Dr. Amy Madl is a toxicologist with over 20 years of experience in the sampling and analysis, toxicology, exposure, and risk assessment of airborne chemicals. She earned a BS in Biochemistry and a MS and Ph.D. in Pharmacology/Toxicology. She is board-certified in toxicology and has focused her academic and consulting experience in the field of inhalation toxicology. Dr. Madl also specializes in occupational toxicology, air pollution, quantitative exposure reconstruction, and historical state-of-the-science assessment. She has expertise in quantitative exposure and risk assessment of airborne compounds in occupational and residential settings, as well as in safety evaluation of contaminants associated with medical devices and consumer products. Her experience includes investigating the health effects of exposure to a variety of compounds, including diesel exhaust, PM2.5, beryllium and other metals, benzene, oxidant gases, petroleum products, and asbestos, as well as irritants and sensitizers. Notable contributions that Dr. Madl has made to the field of occupational toxicology includes research on the exposure-response relationship between airborne beryllium and the prevalence of beryllium sensitization and chronic beryllium disease among manufacturing workers, characterization of historical exposures to airborne asbestos during gasket, packing, and brake repair activities, and investigation of consumer and industrial exposures to benzene from engine exhaust and solvent handling tasks. In addition, Dr. Madl has evaluated human health risk associated with chemical exposure of various medical and consumer products, including orthopaedic implants, drug delivery devices, electronic nicotine delivery systems and household and personal care products. Her research interests have focused on the toxicological effects of inhaled nanoparticles (i.e., carbon nanotubes), in which the patterns of regional and local cellular injury, particle fate and transport, and expression of markers of oxidative stress are evaluated in the lungs of animals exposed to inhaled engineered nanoparticles with different chemical and size compositions. More recently, her research has involved methods for characterization of electronic nicotine delivery systems, including aerosol chemistry and toxicology, consumer exposures, toxicology and pharmacokinetic studies, and human health risk assessments. Dr. Madl has published over 95 abstracts, book chapters, and peer-reviewed papers on various occupational and environmental exposure, toxicology, and risk-related topics.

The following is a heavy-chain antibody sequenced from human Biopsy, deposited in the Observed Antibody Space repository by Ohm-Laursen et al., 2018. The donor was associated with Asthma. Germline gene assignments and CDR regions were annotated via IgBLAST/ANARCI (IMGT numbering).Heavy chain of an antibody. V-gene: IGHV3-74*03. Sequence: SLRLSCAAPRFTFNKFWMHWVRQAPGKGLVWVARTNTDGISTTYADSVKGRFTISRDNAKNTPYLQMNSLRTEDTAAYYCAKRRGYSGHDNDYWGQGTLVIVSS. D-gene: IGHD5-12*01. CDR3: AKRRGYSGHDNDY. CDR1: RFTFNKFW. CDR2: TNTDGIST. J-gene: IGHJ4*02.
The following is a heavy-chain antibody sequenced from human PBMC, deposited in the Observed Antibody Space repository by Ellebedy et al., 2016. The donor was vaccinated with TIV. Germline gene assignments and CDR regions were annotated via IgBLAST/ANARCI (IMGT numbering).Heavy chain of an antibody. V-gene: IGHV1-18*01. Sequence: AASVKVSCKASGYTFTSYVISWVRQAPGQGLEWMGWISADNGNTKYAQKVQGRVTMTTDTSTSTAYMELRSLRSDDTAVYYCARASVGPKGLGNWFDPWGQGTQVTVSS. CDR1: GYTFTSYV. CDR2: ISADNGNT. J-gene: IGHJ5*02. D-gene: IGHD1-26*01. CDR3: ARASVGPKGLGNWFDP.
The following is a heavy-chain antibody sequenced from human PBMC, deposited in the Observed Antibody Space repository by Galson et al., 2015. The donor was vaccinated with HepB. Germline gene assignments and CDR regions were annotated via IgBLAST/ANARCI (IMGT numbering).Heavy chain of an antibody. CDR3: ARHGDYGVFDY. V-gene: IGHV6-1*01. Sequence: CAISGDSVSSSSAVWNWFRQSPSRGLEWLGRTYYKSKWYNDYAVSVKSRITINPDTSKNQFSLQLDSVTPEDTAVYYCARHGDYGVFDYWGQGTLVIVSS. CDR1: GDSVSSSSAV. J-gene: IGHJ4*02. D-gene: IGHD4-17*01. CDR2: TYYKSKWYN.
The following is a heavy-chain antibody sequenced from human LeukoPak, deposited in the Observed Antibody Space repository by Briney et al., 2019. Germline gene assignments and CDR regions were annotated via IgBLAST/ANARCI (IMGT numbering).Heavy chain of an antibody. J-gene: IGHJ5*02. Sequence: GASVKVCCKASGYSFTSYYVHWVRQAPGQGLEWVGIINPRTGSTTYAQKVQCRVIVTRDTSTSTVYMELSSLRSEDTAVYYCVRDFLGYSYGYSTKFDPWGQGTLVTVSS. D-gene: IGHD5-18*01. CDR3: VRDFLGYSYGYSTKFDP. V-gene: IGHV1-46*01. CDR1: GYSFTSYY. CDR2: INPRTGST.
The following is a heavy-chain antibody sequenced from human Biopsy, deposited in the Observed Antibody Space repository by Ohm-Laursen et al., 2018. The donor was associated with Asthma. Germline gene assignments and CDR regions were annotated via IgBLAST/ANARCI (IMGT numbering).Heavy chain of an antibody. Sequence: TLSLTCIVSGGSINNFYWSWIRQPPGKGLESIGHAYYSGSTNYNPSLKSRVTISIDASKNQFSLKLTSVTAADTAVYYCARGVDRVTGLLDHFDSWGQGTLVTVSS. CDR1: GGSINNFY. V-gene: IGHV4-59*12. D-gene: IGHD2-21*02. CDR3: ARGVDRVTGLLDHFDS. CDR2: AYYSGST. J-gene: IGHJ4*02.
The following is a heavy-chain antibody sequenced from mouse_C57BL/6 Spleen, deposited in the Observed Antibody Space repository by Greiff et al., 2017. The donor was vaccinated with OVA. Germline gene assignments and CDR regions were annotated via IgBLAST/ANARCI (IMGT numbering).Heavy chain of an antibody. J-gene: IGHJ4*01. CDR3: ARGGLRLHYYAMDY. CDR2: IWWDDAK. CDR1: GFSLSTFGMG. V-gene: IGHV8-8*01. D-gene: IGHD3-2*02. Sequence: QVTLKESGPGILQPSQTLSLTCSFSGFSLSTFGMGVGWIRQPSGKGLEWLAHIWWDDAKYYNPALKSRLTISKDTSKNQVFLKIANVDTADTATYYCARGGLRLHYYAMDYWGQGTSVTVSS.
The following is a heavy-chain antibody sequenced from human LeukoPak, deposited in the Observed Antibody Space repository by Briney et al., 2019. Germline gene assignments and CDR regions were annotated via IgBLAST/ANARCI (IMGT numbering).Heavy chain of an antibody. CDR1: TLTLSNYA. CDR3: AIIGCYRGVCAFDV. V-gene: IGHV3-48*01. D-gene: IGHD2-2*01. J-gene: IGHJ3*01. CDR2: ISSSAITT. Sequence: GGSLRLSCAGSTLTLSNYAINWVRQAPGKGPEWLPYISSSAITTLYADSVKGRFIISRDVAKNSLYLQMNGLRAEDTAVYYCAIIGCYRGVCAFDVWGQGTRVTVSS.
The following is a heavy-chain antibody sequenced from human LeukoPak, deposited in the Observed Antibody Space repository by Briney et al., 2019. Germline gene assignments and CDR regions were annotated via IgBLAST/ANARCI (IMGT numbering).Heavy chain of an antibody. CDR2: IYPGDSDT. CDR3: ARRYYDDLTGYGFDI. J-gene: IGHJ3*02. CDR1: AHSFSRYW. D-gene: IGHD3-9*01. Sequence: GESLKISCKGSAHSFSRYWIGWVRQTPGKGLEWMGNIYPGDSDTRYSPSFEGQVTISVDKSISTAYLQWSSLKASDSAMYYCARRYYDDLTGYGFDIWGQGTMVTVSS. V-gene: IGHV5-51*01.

• PhD, Pharmacology and Toxicology, University of California, Davis (2010)
  • MS, Pharmacology and Toxicology, University of California, Davis (1997)
  • BS, Biochemistry, University of California, Davis (1993)

Professional Associations

  • Society of Toxicology (SOT) - Member of Risk Assessment, Inhalation and Respiratory, and Nanotoxicology Specialty Sections; Elected Councilor of Inhalation and Respiratory Specialty Section, 2009 - 2011
  • American Conference of Governmental Industrial Hygienists (ACGIH)
  • American Industrial Hygiene Association (AIHA) - > Liaison for Nanotechnology Working Group, 2007 - present; Chair of Toxicology Committee, 2009
  • International Society of Exposure Science (ISES)
  • Society of Risk Analysis (SRA)


  • Diplomate of the American Board of Toxicology, 2007; recertified in 2013
  • Asbestos Fiber Counting (NIOSH 582), 2011